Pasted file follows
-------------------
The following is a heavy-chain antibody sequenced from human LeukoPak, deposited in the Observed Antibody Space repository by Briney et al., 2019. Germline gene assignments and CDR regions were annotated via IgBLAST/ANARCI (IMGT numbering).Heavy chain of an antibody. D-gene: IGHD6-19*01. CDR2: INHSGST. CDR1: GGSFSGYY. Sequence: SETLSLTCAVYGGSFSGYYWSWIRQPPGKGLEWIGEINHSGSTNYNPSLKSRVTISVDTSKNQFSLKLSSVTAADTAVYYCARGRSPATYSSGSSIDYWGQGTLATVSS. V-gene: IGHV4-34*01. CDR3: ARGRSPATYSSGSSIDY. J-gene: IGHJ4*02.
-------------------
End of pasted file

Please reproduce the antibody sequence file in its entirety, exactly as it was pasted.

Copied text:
The following is a heavy-chain antibody sequenced from human LeukoPak, deposited in the Observed Antibody Space repository by Briney et al., 2019. Germline gene assignments and CDR regions were annotated via IgBLAST/ANARCI (IMGT numbering).Heavy chain of an antibody. D-gene: IGHD6-19*01. CDR2: INHSGST. CDR1: GGSFSGYY. Sequence: SETLSLTCAVYGGSFSGYYWSWIRQPPGKGLEWIGEINHSGSTNYNPSLKSRVTISVDTSKNQFSLKLSSVTAADTAVYYCARGRSPATYSSGSSIDYWGQGTLATVSS. V-gene: IGHV4-34*01. CDR3: ARGRSPATYSSGSSIDY. J-gene: IGHJ4*02.